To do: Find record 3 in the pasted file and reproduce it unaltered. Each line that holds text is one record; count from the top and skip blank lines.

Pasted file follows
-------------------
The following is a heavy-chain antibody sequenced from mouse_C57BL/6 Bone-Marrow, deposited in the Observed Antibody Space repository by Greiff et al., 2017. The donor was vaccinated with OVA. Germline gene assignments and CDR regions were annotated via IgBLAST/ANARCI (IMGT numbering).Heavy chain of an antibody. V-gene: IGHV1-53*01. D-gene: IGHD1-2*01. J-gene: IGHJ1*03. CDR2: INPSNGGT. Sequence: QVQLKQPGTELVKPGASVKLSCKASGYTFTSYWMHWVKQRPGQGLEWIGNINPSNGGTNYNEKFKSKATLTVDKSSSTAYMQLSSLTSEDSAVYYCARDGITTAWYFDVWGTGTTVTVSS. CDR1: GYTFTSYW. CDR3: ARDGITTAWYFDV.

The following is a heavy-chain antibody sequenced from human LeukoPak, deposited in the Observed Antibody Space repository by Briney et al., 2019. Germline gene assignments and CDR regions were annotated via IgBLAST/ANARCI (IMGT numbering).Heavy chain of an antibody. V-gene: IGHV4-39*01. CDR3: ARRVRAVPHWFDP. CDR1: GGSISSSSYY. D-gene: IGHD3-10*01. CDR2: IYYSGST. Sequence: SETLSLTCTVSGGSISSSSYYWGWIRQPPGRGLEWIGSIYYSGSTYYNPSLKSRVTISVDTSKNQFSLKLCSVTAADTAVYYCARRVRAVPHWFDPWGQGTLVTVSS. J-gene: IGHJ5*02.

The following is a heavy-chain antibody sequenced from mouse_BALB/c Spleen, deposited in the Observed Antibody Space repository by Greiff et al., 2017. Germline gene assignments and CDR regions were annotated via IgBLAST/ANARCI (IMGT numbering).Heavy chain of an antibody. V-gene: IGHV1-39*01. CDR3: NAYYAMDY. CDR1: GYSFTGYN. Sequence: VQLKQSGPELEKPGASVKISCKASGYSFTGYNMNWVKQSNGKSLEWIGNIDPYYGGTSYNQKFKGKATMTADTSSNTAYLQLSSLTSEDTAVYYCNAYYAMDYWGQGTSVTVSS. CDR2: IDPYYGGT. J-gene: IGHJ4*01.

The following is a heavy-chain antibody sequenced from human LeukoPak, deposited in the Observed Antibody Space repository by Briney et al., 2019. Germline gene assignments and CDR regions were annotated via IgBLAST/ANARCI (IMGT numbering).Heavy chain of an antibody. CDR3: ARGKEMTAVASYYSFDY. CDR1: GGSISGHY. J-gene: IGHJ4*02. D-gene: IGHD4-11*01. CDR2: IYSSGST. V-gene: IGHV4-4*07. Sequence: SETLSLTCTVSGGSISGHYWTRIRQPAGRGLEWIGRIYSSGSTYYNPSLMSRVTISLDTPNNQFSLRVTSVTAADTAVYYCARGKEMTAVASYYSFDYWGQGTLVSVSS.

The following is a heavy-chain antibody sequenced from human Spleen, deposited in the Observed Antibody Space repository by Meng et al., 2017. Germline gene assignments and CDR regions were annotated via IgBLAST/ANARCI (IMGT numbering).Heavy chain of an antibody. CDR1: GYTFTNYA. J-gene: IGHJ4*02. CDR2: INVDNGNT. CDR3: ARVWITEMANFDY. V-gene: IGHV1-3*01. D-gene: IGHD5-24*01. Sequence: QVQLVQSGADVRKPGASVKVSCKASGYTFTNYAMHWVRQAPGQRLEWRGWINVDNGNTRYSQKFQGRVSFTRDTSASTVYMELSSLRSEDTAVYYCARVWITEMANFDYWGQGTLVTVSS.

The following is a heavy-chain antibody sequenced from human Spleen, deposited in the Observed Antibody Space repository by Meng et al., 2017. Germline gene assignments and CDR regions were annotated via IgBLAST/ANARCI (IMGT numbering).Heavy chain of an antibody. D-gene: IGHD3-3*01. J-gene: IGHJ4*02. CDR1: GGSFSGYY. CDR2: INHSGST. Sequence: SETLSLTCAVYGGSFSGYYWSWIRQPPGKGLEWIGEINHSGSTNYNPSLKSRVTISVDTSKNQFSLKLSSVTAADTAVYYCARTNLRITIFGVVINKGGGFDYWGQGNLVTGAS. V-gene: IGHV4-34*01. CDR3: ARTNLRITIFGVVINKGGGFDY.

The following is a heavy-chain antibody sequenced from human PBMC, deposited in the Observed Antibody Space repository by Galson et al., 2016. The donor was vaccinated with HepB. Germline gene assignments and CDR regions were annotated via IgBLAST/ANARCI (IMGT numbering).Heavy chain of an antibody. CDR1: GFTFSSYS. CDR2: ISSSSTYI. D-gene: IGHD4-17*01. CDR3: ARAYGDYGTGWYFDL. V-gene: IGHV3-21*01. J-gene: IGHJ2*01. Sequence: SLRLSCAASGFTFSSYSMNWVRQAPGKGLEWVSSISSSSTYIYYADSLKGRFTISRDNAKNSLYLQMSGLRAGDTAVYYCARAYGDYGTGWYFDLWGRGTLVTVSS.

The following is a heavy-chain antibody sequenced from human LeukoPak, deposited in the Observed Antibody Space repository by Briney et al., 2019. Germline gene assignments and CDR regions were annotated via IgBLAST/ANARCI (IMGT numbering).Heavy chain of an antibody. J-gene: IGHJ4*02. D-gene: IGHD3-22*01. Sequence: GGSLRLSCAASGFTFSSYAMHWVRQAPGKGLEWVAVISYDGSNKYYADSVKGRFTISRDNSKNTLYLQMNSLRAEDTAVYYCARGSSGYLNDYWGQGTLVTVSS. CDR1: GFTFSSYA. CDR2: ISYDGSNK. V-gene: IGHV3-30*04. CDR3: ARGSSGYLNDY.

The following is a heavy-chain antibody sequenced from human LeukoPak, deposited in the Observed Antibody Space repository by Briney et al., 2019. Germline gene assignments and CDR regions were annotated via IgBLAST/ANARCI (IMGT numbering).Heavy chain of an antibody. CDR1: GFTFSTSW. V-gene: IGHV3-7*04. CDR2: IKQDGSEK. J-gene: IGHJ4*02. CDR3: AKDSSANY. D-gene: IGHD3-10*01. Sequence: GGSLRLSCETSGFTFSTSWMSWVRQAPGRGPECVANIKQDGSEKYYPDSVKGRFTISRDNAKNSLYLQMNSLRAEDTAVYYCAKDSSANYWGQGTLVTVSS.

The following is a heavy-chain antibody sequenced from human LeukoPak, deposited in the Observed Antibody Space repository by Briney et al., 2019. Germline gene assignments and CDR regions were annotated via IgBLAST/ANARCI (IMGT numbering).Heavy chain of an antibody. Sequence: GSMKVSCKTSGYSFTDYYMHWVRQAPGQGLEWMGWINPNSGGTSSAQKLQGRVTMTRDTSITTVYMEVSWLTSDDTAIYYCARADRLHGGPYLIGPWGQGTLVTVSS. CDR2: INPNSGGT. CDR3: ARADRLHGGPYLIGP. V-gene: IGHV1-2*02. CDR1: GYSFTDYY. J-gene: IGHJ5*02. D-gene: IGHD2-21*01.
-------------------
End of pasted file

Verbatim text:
The following is a heavy-chain antibody sequenced from mouse_BALB/c Spleen, deposited in the Observed Antibody Space repository by Greiff et al., 2017. Germline gene assignments and CDR regions were annotated via IgBLAST/ANARCI (IMGT numbering).Heavy chain of an antibody. V-gene: IGHV1-39*01. CDR3: NAYYAMDY. CDR1: GYSFTGYN. Sequence: VQLKQSGPELEKPGASVKISCKASGYSFTGYNMNWVKQSNGKSLEWIGNIDPYYGGTSYNQKFKGKATMTADTSSNTAYLQLSSLTSEDTAVYYCNAYYAMDYWGQGTSVTVSS. CDR2: IDPYYGGT. J-gene: IGHJ4*01.